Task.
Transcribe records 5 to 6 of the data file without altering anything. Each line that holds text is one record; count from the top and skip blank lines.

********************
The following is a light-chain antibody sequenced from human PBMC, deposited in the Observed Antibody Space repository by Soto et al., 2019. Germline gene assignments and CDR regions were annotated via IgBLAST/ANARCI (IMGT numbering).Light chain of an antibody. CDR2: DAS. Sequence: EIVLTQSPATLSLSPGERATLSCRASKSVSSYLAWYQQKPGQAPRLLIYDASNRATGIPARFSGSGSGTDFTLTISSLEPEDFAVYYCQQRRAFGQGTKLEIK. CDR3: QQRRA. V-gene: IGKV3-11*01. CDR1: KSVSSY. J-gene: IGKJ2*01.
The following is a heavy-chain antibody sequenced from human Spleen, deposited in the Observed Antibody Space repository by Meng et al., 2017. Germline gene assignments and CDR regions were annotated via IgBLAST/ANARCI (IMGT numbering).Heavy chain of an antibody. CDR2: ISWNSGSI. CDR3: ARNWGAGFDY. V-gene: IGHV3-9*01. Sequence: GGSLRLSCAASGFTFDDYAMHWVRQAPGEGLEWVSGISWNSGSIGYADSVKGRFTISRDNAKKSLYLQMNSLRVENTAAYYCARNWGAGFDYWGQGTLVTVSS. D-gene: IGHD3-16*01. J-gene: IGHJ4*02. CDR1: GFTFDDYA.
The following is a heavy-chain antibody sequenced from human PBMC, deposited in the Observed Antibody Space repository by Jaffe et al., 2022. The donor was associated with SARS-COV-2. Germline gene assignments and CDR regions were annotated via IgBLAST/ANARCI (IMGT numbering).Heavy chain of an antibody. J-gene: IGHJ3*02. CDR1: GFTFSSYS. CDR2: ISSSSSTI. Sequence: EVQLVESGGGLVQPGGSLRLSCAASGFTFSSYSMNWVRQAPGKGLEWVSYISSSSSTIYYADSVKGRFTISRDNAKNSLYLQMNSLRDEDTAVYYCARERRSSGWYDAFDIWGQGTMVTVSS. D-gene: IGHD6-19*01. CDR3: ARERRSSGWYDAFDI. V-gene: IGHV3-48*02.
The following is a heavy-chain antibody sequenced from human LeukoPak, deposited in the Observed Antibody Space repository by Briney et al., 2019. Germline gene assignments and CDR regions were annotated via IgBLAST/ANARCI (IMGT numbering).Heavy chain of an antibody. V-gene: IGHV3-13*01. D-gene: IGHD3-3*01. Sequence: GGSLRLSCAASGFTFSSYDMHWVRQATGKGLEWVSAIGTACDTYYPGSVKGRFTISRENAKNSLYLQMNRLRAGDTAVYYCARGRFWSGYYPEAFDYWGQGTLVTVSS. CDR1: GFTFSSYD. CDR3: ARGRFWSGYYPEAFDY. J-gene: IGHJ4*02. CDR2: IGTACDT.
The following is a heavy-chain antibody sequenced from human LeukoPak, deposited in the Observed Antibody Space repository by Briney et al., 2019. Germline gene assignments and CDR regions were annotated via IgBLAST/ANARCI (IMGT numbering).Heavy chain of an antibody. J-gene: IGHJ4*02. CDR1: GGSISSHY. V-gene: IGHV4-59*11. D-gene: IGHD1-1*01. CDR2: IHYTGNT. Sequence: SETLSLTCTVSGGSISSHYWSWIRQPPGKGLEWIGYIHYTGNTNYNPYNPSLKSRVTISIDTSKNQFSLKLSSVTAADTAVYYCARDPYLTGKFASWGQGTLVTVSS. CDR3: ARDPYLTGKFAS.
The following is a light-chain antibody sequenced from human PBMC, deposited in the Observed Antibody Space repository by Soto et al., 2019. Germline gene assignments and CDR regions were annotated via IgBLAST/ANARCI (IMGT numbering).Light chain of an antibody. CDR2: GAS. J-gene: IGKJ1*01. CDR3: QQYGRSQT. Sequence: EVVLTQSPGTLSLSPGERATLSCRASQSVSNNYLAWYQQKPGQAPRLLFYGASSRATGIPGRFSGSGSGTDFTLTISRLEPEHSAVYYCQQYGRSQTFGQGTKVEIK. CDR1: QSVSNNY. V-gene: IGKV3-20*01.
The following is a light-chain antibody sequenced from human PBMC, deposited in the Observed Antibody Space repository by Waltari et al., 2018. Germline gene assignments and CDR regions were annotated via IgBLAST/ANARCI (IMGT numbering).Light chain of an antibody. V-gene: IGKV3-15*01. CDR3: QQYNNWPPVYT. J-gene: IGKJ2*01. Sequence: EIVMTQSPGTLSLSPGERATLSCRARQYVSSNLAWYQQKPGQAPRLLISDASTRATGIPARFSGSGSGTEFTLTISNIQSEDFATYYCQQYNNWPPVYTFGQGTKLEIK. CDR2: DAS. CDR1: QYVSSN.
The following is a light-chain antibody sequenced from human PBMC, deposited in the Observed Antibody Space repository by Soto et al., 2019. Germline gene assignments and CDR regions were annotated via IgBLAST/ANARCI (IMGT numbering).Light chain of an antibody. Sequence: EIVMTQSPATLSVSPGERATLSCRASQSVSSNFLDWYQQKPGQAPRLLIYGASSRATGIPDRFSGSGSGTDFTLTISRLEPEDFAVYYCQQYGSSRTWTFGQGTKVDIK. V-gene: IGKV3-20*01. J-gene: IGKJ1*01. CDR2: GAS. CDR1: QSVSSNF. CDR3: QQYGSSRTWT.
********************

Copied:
The following is a heavy-chain antibody sequenced from human LeukoPak, deposited in the Observed Antibody Space repository by Briney et al., 2019. Germline gene assignments and CDR regions were annotated via IgBLAST/ANARCI (IMGT numbering).Heavy chain of an antibody. J-gene: IGHJ4*02. CDR1: GGSISSHY. V-gene: IGHV4-59*11. D-gene: IGHD1-1*01. CDR2: IHYTGNT. Sequence: SETLSLTCTVSGGSISSHYWSWIRQPPGKGLEWIGYIHYTGNTNYNPYNPSLKSRVTISIDTSKNQFSLKLSSVTAADTAVYYCARDPYLTGKFASWGQGTLVTVSS. CDR3: ARDPYLTGKFAS.
The following is a light-chain antibody sequenced from human PBMC, deposited in the Observed Antibody Space repository by Soto et al., 2019. Germline gene assignments and CDR regions were annotated via IgBLAST/ANARCI (IMGT numbering).Light chain of an antibody. CDR2: GAS. J-gene: IGKJ1*01. CDR3: QQYGRSQT. Sequence: EVVLTQSPGTLSLSPGERATLSCRASQSVSNNYLAWYQQKPGQAPRLLFYGASSRATGIPGRFSGSGSGTDFTLTISRLEPEHSAVYYCQQYGRSQTFGQGTKVEIK. CDR1: QSVSNNY. V-gene: IGKV3-20*01.